- tech wise, it's very cool but for mass market they need higher resolution/less pixels and larger FOV
- as mentioned by others, haptic feedback is not what some expect *
- wires... freaking wires
So why am I all-in then?
- VR is awesome for online social gaming, unbelievable. Playing pool and ping pong in VR will never beat playing in real life but boy does it blow away standard pc gaming! The feeling of presence, even this early in the industry life cycle blows my mind and it will only get better from here
- Immersion can't be compared. Whether you play cockpit games, adventure games, shooters (not traditional FPS), there's nothing like it
- Right now, we don't yet have the killer app/game/experience released because that takes time and some of the AAA studios just started working on VR but that is coming, just a matter of time.
- Motion control: the technology may not be perfect but if you take it for what it is, it's incredible! I'm especially continuously impressed by the room scale tracking of the HTC Vive (and from what I hear, will be equality impressed with the Oculus controllers when they come out in two months). For anyone who tried the wii controllers, forget it, it's nothing like that.
- Haptic feedback *: It's better than people think, because the mind fills in the blank. When I play "Thrill of the fight" (a VERY early access boxing game), even though I'm not hitting a face, the level of presence along with the current haptic feedback (I think it has it! LOL) seems to fill in the blanks. Obviously it doesn't feel like I'm punching something but the mind is tricked. This doesn't work with everything but when its done right, it works better than you would think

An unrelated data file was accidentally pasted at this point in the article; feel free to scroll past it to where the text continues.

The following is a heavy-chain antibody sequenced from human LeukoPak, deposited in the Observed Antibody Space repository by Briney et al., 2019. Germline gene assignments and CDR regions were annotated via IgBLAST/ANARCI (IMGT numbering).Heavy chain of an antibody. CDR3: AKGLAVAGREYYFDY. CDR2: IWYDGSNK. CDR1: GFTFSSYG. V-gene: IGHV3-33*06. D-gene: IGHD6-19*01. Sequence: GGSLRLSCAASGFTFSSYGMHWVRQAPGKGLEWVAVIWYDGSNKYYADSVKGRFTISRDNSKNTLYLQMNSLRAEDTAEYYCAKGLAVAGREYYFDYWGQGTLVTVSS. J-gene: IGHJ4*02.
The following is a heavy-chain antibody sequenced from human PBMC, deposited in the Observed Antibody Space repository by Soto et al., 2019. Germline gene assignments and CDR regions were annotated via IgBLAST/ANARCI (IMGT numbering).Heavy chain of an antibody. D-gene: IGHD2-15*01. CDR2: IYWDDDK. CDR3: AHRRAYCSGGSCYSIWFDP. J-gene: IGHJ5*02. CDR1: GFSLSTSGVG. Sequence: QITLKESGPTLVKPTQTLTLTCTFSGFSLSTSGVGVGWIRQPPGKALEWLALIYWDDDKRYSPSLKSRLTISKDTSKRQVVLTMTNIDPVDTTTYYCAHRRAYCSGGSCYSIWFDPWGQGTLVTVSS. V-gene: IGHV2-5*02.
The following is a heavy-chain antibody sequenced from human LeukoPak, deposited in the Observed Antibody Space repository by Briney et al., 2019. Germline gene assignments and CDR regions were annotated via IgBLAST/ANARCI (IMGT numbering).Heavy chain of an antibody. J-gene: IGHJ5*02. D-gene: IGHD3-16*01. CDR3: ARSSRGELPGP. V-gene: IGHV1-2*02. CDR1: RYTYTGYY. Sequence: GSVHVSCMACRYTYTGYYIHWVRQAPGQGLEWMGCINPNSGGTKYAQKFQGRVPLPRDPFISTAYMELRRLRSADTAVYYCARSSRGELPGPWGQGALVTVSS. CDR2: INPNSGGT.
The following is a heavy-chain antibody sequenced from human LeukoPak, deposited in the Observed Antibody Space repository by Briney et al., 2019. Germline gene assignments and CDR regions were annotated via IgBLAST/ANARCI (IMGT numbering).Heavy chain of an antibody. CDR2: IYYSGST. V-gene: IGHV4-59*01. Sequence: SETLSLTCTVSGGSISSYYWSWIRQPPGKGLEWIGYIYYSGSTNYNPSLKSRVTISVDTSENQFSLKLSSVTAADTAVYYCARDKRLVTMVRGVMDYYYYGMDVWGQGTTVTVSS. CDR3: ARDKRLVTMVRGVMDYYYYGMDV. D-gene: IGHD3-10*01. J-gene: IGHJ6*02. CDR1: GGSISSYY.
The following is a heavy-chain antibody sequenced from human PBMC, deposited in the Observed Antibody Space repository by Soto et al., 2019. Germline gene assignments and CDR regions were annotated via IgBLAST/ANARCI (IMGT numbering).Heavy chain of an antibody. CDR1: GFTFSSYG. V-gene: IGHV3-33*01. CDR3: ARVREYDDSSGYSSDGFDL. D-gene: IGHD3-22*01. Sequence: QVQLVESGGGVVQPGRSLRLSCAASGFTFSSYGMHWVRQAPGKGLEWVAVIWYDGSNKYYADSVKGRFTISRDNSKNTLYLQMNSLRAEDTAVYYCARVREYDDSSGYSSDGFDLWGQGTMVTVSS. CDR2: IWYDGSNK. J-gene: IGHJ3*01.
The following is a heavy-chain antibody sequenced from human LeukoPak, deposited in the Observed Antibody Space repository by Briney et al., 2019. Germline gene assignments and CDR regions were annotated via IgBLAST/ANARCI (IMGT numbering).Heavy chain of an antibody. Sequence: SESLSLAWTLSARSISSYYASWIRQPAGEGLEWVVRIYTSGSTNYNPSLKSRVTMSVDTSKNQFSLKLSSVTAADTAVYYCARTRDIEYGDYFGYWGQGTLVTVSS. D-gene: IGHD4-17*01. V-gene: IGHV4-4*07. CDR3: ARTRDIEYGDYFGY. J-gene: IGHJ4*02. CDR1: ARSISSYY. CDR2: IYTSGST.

- FOV/SDE: Yes the low FOX and especially the SDE (pixels or space between the pixels) is noticeable, more on the Vive than the Rift IMHO but still once you are in it for a while, you just don't notice it anymore. I liken it to playing classic arcade games, where I just don't see the low res others might see. To each is own...
- Eventually, like maybe 3-4 years from now, mobile CPU/GPU solutions will make wireless VR a reality and this will help considerably
Anyway what exactly should be considered a success here? Selling 1 million? 10 million? 100 million? Because of the "cons" listed above, I don't see 100 million as achievable but after normal VR spec PC adoption improves and prices go down, several is possible. But this is a moot point, Oculus and John Carmack believe that wireless is the end result of VR and I think they are right. Won't be for a while, but it will get there eventually and when it does, along with a less bulky headset/hopefully glasses, that's when the flood gates will open.
For the nay-sayers, some of you probably predicted the ipad was a passing fad As of March '16, they have sold over 300 million.
. Seriously though, don't compare motion control to wii and VR to the cheap solutions, it just doesn't compare. If you get a chance to try it (especially the Vive because of it's current room scale developed games), try it for at least 30 min, you'll see the technical limitations tend to just disappear.